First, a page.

I was particularly pleased when fellow writer and New York Times best-selling author Brendan DuBois agreed to furnish a blurb for the novel He was enthusiastic in his reception. "If there's something known as Rural Canadian Noir, Jamie Mason is now its king. Highly recommended," he wrote.
Thank you, Brendan. And all the other readers and authors who have supported me on this journey. Barrett and I are looking forward to making our debut in a few weeks' time.
Meanwhile, enjoy a taste of BIKER FUNERAL ...
Barrett tilted upright in bed, eyes aching, head pulsing, his bladder full and his anger rising at whoever was pounding on the parish house door with what sounded like a sledgehammer at –
(he glanced at the clock)
– three in the morning.
Having not reached REM sleep and still half-drunk, he lurched in bare feet to the chair over which he’d thrown his housecoat, untangled and threw it around his shoulders before stumbling to the entrance hall. Pausing to flick on the outside light, through the window Barrett could discern the shapes of two men on the parish house stoop. He unlocked and opened the door a crack.
“You Father Barrett?” The man spoke from behind a huge grey beard, his long grey hair held in place by a headband and he wore dark glasses although it was night. Barrett noted the leather vest, the jeans and black work boots. The speaker and his smaller, thinner companion looked like they had both stepped out of a Harley Davidson commercial.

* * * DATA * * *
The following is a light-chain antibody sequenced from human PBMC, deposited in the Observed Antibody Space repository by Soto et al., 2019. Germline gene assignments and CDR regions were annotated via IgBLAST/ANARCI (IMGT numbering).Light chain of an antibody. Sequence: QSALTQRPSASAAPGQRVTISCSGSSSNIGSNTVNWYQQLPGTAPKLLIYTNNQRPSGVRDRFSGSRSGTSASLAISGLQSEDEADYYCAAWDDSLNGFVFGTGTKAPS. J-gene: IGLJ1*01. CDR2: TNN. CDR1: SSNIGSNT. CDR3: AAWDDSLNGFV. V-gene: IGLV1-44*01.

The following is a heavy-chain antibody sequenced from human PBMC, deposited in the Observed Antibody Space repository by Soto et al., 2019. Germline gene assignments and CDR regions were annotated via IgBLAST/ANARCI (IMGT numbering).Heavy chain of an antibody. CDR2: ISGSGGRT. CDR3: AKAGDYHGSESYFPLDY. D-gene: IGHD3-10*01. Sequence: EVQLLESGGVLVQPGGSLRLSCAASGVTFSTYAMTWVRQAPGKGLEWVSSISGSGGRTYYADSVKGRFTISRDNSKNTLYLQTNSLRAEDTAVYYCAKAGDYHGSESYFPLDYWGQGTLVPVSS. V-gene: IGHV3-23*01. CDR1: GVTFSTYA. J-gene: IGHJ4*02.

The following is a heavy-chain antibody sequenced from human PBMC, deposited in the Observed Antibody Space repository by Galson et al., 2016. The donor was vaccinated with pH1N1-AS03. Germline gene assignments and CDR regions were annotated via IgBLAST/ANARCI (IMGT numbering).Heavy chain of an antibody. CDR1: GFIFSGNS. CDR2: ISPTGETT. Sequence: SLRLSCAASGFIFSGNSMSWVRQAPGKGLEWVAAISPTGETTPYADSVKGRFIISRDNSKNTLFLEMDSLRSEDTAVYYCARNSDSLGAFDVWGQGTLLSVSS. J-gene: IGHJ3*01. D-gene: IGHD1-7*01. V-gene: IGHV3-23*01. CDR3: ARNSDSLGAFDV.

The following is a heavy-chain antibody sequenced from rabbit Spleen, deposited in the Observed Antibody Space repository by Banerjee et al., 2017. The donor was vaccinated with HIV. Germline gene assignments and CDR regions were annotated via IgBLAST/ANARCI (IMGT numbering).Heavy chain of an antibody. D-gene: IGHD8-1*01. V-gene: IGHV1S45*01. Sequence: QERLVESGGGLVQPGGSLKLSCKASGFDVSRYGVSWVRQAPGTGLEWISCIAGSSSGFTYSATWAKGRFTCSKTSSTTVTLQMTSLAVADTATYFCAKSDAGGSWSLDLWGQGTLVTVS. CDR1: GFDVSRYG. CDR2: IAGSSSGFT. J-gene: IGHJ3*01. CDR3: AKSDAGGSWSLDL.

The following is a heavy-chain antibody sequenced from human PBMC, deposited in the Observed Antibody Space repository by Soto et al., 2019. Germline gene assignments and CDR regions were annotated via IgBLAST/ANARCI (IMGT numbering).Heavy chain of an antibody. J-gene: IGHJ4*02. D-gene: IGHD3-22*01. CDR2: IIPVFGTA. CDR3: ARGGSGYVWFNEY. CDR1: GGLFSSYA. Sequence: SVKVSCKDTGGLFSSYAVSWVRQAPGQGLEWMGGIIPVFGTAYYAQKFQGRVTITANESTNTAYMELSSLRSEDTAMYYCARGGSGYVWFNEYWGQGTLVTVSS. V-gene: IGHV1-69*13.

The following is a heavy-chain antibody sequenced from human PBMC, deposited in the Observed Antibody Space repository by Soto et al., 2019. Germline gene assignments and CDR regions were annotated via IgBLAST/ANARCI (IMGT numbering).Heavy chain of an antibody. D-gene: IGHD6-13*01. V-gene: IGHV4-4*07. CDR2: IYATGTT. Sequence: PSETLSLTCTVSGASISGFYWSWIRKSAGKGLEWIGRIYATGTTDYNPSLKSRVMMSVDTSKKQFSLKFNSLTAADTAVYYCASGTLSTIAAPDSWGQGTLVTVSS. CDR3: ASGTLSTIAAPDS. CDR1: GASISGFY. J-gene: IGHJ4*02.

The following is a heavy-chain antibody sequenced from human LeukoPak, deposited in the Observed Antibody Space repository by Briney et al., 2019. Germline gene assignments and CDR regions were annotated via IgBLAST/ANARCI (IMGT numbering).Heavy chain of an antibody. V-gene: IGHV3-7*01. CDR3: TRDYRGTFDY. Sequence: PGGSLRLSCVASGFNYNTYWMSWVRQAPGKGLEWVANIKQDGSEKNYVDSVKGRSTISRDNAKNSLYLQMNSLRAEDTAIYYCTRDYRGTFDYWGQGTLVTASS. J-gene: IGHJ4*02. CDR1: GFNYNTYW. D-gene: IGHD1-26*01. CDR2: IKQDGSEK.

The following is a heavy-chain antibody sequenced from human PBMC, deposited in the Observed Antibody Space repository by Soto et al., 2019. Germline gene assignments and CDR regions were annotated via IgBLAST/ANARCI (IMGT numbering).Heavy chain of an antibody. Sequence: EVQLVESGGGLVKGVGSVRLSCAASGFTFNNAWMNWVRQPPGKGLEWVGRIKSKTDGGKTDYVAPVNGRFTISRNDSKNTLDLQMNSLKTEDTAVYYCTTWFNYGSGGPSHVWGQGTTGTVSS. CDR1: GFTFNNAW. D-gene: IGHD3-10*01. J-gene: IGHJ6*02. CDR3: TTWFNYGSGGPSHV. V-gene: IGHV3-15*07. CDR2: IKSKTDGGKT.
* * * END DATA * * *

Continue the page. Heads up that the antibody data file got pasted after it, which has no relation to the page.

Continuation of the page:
“Yes, I’m Michael Barrett.” He blinked. “What can I do for you?”
The bearded man grinned broadly and tugged off his sunglasses. “Well goddam, padre!” He stuck out a paw. “Let me be the first to shake your hand! Goddam. It’s an honor to meet the man who put the little fucker who hit Jackie in hospital. Name’s Pappy, Vice-President of the Paladin’s Motorcycle Club and Jackie’s uncle. Come on down to the club-house. Big Mick wants to speak to you.”
“It’s three in the morning.”
“Perfect time! C’mon get your clothes on.”
“Well, look I can’t.”
“But you have to!” Rather than threatening, the man’s expression was one of genuine surprise. “Big Mick says so.”
“He does, huh?” Barrett sighed. If it was just this bearded yo-yo and his side-kick, he could have seen them off by himself. But he knew from experience that bikers were like hornets or nuns. If you got on the wrong side of one or more, the rest could swarm and make your life miserable.
“Okay. Give me a sec.”
“That’s the spirit!”
Twenty minutes later, arms wrapped around Pappy’s waist, clutching the Harley’s chassis for dear life between his knees, Barrett hurtled along Fulton’s main drag. He wasn’t sure what made him more uncomfortable, the prospect of imminent death as Pappy accelerated onto the highway or the feeling of clutching a hairy biker in his arms. As it stood, he just had to grit his teeth and bare it. Which he did for another twenty minutes as they slalomed down a few miles of the Trans-Canada before turning off onto a logging road. Pappy switched on the high-beams as they coasted along the dips and curves of a well-maintained trail through the woods until ending on a paved access road. Pappy swerved onto the blacktop and, five minutes later, they were slowing and turning into a compound.